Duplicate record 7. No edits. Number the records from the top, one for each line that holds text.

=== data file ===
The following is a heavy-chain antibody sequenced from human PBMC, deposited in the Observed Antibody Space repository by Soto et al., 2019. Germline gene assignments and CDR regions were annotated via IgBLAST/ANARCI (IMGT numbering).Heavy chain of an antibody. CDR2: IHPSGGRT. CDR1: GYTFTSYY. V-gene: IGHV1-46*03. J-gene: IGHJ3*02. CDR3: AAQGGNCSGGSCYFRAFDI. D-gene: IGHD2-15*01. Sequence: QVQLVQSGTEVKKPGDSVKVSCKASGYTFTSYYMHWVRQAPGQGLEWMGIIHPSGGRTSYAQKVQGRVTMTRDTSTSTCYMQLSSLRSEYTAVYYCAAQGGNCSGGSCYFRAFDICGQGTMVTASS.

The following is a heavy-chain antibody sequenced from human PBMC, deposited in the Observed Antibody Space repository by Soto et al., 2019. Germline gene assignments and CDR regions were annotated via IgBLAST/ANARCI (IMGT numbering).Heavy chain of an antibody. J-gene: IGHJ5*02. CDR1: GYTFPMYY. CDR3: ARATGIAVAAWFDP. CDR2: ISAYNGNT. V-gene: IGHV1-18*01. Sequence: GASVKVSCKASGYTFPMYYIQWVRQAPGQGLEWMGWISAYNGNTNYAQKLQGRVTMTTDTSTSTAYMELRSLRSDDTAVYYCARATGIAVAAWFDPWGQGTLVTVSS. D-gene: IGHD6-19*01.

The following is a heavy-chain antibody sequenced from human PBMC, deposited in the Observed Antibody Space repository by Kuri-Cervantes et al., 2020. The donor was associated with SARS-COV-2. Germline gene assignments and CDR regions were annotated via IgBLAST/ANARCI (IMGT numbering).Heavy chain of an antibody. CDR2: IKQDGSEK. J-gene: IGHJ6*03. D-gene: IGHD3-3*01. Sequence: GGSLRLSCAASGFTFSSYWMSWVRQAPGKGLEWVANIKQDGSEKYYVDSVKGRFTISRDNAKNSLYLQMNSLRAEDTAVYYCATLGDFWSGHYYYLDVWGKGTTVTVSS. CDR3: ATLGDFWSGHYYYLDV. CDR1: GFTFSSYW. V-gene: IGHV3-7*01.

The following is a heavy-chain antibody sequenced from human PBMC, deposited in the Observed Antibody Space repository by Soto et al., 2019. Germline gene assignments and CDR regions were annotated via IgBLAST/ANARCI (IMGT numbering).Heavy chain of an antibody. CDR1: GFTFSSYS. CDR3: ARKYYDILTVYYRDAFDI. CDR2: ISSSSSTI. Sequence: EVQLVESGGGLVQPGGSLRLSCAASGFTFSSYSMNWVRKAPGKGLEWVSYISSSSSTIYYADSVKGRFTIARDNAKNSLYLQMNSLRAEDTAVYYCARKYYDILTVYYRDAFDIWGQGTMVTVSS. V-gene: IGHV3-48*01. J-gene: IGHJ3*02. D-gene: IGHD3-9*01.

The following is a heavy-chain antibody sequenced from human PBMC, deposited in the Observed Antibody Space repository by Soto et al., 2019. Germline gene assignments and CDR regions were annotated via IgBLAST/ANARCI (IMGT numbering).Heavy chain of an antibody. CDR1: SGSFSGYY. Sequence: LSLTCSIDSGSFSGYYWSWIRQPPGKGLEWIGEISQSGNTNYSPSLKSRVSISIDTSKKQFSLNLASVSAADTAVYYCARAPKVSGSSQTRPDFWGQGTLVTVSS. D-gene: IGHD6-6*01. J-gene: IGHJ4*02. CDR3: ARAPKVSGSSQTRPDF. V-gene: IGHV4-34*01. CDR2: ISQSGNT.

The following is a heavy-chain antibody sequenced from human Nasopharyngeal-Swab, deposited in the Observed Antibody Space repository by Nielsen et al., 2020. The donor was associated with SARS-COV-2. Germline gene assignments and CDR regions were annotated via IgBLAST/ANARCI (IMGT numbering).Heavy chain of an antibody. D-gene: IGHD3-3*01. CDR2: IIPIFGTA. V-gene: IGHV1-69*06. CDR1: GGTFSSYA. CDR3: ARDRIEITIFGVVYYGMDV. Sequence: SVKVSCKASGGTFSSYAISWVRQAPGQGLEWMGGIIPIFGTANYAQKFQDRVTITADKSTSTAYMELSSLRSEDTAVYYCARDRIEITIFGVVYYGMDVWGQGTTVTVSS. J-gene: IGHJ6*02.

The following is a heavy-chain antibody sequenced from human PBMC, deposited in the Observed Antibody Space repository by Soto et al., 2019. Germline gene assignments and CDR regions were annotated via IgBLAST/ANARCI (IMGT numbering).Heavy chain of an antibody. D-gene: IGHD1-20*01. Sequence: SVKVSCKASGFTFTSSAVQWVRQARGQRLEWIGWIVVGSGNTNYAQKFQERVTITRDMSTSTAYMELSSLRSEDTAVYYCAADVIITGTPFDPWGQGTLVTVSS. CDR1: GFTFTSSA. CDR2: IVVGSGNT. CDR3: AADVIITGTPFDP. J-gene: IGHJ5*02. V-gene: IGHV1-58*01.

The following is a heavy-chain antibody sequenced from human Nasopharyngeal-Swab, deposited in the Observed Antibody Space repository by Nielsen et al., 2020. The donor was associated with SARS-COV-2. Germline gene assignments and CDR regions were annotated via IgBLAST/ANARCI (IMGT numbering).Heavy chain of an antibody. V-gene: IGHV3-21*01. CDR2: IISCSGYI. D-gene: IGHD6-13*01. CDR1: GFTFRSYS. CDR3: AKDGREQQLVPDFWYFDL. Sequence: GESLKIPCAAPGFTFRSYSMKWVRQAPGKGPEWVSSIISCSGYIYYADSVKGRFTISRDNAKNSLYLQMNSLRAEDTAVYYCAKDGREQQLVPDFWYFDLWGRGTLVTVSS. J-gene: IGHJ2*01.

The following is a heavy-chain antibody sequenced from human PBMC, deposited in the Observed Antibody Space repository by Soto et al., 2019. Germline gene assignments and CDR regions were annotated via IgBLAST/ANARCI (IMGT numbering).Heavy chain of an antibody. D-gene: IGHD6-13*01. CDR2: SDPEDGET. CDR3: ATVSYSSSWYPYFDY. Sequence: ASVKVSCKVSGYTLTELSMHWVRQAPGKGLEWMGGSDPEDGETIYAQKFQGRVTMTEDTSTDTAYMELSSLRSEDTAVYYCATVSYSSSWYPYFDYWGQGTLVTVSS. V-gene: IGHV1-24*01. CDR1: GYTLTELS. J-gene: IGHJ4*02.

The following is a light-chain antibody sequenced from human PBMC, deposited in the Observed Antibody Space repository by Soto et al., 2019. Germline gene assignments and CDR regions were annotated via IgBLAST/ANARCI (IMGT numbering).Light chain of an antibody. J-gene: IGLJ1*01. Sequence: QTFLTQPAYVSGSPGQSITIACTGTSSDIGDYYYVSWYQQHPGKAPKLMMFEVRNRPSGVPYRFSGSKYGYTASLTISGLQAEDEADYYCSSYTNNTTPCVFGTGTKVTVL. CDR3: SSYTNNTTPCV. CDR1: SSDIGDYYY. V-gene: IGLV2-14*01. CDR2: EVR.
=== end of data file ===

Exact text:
The following is a heavy-chain antibody sequenced from human PBMC, deposited in the Observed Antibody Space repository by Soto et al., 2019. Germline gene assignments and CDR regions were annotated via IgBLAST/ANARCI (IMGT numbering).Heavy chain of an antibody. D-gene: IGHD1-20*01. Sequence: SVKVSCKASGFTFTSSAVQWVRQARGQRLEWIGWIVVGSGNTNYAQKFQERVTITRDMSTSTAYMELSSLRSEDTAVYYCAADVIITGTPFDPWGQGTLVTVSS. CDR1: GFTFTSSA. CDR2: IVVGSGNT. CDR3: AADVIITGTPFDP. J-gene: IGHJ5*02. V-gene: IGHV1-58*01.